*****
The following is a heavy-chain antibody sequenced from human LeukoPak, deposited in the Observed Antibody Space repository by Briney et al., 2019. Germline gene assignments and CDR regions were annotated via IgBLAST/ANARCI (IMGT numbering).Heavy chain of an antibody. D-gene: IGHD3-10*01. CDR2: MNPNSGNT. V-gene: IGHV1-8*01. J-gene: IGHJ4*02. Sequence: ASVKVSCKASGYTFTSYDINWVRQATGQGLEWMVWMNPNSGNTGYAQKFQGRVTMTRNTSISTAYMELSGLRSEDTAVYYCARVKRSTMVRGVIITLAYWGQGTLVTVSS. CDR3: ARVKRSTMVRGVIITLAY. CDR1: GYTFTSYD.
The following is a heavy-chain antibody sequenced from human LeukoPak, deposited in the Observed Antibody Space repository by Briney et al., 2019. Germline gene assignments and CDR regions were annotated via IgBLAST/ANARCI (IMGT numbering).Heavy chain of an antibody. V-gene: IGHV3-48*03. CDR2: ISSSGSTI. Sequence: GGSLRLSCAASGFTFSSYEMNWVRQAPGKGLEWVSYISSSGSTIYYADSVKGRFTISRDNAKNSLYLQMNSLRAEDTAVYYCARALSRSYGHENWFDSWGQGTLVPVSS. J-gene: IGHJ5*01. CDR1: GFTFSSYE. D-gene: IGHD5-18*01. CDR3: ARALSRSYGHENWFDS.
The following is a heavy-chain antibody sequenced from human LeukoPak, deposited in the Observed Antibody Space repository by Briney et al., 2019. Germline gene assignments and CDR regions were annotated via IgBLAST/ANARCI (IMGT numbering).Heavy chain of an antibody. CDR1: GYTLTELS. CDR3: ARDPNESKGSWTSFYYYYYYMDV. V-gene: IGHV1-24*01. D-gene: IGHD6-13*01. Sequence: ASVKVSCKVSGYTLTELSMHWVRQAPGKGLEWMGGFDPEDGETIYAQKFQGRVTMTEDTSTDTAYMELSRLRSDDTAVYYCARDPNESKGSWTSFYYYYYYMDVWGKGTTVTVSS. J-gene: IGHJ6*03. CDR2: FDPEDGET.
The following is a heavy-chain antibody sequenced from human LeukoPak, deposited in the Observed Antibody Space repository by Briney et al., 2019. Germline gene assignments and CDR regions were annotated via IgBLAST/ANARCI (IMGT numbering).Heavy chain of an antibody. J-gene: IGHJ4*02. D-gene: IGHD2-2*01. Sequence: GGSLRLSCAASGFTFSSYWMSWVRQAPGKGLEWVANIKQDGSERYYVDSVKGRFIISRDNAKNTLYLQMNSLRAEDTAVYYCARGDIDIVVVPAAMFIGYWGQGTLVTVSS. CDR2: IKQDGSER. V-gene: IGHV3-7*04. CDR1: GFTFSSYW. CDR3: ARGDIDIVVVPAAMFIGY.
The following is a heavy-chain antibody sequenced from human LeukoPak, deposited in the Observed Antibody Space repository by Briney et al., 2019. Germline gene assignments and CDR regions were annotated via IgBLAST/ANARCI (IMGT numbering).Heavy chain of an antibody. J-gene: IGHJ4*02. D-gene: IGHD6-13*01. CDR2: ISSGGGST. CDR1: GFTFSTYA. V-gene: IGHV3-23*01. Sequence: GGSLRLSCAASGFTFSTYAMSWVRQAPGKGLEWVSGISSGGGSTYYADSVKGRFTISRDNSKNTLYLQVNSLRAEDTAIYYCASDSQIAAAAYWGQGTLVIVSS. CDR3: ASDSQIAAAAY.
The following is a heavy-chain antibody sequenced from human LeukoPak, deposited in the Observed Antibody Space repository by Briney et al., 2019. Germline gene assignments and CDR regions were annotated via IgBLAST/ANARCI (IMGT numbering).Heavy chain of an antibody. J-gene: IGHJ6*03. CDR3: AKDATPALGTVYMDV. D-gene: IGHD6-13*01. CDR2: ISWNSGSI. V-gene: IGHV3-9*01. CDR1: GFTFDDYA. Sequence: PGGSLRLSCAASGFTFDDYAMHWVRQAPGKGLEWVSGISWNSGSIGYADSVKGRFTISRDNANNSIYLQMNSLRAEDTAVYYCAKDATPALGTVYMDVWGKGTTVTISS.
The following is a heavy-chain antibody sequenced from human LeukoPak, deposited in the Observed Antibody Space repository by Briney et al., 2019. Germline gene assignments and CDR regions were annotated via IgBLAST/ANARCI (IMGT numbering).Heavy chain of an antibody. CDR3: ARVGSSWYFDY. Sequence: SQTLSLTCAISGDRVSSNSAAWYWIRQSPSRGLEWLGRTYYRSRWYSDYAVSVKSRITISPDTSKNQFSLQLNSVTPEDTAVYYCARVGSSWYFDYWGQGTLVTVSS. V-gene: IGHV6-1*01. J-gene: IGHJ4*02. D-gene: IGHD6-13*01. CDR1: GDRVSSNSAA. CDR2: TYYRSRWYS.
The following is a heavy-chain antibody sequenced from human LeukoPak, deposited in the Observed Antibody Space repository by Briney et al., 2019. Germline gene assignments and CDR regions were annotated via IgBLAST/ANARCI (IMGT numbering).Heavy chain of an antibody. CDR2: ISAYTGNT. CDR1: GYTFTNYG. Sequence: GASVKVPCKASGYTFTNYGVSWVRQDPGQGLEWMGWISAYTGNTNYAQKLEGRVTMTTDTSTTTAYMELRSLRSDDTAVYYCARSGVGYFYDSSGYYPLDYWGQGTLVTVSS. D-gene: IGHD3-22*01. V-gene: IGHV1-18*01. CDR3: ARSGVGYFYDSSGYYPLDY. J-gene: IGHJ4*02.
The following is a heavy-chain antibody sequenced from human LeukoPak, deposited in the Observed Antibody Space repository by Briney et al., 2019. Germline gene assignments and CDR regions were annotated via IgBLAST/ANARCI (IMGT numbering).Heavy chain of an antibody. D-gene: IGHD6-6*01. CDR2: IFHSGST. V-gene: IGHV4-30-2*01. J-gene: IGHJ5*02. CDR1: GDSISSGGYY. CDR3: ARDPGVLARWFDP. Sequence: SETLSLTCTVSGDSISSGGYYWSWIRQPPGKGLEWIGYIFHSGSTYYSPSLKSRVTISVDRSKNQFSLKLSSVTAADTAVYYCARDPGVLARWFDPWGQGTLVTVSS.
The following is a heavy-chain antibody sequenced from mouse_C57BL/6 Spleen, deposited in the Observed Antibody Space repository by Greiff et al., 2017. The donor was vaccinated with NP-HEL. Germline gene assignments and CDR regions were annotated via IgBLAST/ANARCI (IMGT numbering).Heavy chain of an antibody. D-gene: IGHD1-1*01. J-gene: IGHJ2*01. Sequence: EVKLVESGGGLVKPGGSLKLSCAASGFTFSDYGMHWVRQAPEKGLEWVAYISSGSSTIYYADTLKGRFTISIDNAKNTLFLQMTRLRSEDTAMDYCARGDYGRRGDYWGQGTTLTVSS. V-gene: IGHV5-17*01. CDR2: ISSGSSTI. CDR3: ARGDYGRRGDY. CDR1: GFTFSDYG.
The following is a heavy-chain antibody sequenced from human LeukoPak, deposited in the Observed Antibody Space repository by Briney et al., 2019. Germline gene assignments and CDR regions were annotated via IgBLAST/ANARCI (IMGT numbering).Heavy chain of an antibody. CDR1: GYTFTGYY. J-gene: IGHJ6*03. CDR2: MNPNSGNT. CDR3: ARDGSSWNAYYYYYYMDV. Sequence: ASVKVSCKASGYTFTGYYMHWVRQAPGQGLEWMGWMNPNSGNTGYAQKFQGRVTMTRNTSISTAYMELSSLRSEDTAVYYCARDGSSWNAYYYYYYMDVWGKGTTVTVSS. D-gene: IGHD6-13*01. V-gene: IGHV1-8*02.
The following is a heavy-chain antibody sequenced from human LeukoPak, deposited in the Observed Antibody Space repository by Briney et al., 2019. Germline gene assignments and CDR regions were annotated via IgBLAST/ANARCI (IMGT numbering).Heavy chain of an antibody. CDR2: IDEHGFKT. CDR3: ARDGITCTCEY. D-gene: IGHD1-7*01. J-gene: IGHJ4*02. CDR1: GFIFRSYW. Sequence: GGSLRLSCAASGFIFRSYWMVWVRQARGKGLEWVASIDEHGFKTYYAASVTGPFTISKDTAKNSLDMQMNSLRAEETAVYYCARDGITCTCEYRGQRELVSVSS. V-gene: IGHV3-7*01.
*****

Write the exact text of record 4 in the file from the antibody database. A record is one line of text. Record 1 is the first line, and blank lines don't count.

The following is a heavy-chain antibody sequenced from human LeukoPak, deposited in the Observed Antibody Space repository by Briney et al., 2019. Germline gene assignments and CDR regions were annotated via IgBLAST/ANARCI (IMGT numbering).Heavy chain of an antibody. J-gene: IGHJ4*02. D-gene: IGHD2-2*01. Sequence: GGSLRLSCAASGFTFSSYWMSWVRQAPGKGLEWVANIKQDGSERYYVDSVKGRFIISRDNAKNTLYLQMNSLRAEDTAVYYCARGDIDIVVVPAAMFIGYWGQGTLVTVSS. CDR2: IKQDGSER. V-gene: IGHV3-7*04. CDR1: GFTFSSYW. CDR3: ARGDIDIVVVPAAMFIGY.